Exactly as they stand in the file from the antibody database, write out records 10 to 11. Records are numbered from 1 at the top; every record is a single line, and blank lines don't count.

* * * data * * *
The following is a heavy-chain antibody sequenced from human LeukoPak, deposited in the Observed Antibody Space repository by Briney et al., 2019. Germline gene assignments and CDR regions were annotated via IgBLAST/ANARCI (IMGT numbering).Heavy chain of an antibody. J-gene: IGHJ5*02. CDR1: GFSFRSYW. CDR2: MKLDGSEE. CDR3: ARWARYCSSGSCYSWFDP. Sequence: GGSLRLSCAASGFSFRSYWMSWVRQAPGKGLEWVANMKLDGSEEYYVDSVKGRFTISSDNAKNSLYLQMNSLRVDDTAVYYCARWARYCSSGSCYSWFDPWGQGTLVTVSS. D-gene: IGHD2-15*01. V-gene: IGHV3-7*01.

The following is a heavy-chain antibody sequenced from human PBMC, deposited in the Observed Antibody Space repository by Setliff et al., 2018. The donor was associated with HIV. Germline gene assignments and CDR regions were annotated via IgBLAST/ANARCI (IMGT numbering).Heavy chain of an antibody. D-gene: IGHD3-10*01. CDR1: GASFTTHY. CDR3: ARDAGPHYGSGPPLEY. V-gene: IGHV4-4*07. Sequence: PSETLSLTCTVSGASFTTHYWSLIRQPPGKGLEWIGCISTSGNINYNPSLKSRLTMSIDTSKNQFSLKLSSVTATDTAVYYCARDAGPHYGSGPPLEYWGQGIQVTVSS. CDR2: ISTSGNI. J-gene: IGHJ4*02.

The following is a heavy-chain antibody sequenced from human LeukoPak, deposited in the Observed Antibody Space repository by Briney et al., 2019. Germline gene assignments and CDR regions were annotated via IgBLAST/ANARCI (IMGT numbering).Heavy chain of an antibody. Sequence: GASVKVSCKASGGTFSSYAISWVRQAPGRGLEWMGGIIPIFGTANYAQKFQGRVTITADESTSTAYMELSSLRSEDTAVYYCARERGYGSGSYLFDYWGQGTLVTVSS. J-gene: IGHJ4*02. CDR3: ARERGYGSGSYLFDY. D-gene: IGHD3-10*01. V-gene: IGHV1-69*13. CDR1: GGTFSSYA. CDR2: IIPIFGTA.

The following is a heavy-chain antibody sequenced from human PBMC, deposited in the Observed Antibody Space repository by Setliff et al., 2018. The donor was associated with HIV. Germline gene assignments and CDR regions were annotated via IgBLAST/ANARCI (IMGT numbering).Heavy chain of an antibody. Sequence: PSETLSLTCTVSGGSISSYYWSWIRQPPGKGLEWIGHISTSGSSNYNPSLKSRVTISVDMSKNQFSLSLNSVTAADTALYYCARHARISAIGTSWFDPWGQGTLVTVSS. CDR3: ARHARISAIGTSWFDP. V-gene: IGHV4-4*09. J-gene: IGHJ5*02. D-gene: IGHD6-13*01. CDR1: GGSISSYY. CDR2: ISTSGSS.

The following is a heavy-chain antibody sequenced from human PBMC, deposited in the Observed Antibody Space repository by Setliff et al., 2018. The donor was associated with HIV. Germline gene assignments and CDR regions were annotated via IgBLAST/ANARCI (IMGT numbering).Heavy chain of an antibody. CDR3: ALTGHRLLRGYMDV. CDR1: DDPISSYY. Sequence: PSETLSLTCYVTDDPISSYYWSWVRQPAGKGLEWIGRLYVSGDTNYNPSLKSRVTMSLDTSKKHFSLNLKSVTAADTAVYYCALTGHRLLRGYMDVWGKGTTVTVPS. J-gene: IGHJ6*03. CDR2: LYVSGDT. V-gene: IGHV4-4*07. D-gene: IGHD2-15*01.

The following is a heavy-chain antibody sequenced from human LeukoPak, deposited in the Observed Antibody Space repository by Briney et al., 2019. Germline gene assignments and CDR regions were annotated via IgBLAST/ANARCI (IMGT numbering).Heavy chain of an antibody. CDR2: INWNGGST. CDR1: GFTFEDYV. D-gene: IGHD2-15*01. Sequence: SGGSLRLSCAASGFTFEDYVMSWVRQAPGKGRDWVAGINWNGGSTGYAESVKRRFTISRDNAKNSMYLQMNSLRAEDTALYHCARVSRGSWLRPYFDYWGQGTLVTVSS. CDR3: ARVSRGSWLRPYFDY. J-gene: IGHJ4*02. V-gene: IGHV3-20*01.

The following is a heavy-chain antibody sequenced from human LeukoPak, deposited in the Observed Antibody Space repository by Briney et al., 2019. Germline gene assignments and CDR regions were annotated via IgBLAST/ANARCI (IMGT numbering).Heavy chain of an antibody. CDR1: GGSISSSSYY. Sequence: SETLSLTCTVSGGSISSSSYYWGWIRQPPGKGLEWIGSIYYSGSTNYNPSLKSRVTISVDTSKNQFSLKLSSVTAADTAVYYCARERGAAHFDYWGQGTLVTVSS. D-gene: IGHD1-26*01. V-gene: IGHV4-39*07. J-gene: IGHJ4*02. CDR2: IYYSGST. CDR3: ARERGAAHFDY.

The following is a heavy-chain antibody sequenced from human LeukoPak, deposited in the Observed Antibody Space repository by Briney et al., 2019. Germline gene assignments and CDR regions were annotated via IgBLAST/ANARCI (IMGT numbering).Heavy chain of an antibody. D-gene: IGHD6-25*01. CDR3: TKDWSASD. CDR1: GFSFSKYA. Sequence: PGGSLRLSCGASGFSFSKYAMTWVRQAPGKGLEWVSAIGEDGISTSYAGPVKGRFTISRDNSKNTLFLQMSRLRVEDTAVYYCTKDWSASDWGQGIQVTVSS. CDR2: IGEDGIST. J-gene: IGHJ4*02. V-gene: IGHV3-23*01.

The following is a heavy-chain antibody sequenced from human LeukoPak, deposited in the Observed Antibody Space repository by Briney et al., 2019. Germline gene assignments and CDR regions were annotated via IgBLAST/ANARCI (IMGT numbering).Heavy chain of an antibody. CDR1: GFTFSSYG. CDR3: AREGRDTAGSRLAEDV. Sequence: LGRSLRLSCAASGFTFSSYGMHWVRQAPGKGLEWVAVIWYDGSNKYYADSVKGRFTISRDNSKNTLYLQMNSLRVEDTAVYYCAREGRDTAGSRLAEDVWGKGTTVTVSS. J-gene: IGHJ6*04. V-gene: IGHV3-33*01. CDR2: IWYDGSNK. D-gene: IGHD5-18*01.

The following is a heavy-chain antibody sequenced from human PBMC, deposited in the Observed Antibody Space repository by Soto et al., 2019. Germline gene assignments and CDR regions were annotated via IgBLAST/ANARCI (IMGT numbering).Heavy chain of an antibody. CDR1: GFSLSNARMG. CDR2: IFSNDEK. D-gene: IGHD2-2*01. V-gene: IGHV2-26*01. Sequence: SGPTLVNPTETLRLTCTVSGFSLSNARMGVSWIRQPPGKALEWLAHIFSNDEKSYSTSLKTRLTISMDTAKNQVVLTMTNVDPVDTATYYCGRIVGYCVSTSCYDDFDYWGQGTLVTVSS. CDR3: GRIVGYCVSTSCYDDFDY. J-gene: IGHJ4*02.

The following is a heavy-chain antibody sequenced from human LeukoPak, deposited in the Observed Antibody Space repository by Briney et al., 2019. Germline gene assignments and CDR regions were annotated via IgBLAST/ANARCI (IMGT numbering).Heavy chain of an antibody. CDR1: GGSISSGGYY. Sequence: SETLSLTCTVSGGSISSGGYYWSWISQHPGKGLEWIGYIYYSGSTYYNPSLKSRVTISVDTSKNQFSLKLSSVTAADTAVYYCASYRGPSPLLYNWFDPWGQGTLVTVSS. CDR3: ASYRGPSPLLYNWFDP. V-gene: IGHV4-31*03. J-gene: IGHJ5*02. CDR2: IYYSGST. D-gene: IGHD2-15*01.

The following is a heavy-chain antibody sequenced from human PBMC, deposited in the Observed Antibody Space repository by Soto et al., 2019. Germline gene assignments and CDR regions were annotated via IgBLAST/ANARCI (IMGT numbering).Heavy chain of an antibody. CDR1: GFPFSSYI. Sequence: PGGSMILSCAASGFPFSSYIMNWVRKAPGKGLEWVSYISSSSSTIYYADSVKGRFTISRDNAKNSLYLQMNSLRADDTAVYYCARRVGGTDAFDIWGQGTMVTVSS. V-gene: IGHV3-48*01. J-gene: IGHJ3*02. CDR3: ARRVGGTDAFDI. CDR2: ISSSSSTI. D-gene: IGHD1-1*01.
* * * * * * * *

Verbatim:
The following is a heavy-chain antibody sequenced from human PBMC, deposited in the Observed Antibody Space repository by Soto et al., 2019. Germline gene assignments and CDR regions were annotated via IgBLAST/ANARCI (IMGT numbering).Heavy chain of an antibody. CDR1: GFSLSNARMG. CDR2: IFSNDEK. D-gene: IGHD2-2*01. V-gene: IGHV2-26*01. Sequence: SGPTLVNPTETLRLTCTVSGFSLSNARMGVSWIRQPPGKALEWLAHIFSNDEKSYSTSLKTRLTISMDTAKNQVVLTMTNVDPVDTATYYCGRIVGYCVSTSCYDDFDYWGQGTLVTVSS. CDR3: GRIVGYCVSTSCYDDFDY. J-gene: IGHJ4*02.

The following is a heavy-chain antibody sequenced from human LeukoPak, deposited in the Observed Antibody Space repository by Briney et al., 2019. Germline gene assignments and CDR regions were annotated via IgBLAST/ANARCI (IMGT numbering).Heavy chain of an antibody. CDR1: GGSISSGGYY. Sequence: SETLSLTCTVSGGSISSGGYYWSWISQHPGKGLEWIGYIYYSGSTYYNPSLKSRVTISVDTSKNQFSLKLSSVTAADTAVYYCASYRGPSPLLYNWFDPWGQGTLVTVSS. CDR3: ASYRGPSPLLYNWFDP. V-gene: IGHV4-31*03. J-gene: IGHJ5*02. CDR2: IYYSGST. D-gene: IGHD2-15*01.